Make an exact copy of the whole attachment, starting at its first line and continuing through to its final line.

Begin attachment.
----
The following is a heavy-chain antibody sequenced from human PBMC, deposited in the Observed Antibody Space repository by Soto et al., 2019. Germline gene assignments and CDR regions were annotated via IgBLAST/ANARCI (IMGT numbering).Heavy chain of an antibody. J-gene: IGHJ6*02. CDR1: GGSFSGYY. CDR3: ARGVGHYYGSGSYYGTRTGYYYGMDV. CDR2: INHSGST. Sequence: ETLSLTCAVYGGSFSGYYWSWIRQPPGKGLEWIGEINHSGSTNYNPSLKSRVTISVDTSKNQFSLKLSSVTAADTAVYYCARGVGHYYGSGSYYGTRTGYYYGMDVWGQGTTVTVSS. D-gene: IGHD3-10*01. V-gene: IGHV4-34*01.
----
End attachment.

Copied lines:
The following is a heavy-chain antibody sequenced from human PBMC, deposited in the Observed Antibody Space repository by Soto et al., 2019. Germline gene assignments and CDR regions were annotated via IgBLAST/ANARCI (IMGT numbering).Heavy chain of an antibody. J-gene: IGHJ6*02. CDR1: GGSFSGYY. CDR3: ARGVGHYYGSGSYYGTRTGYYYGMDV. CDR2: INHSGST. Sequence: ETLSLTCAVYGGSFSGYYWSWIRQPPGKGLEWIGEINHSGSTNYNPSLKSRVTISVDTSKNQFSLKLSSVTAADTAVYYCARGVGHYYGSGSYYGTRTGYYYGMDVWGQGTTVTVSS. D-gene: IGHD3-10*01. V-gene: IGHV4-34*01.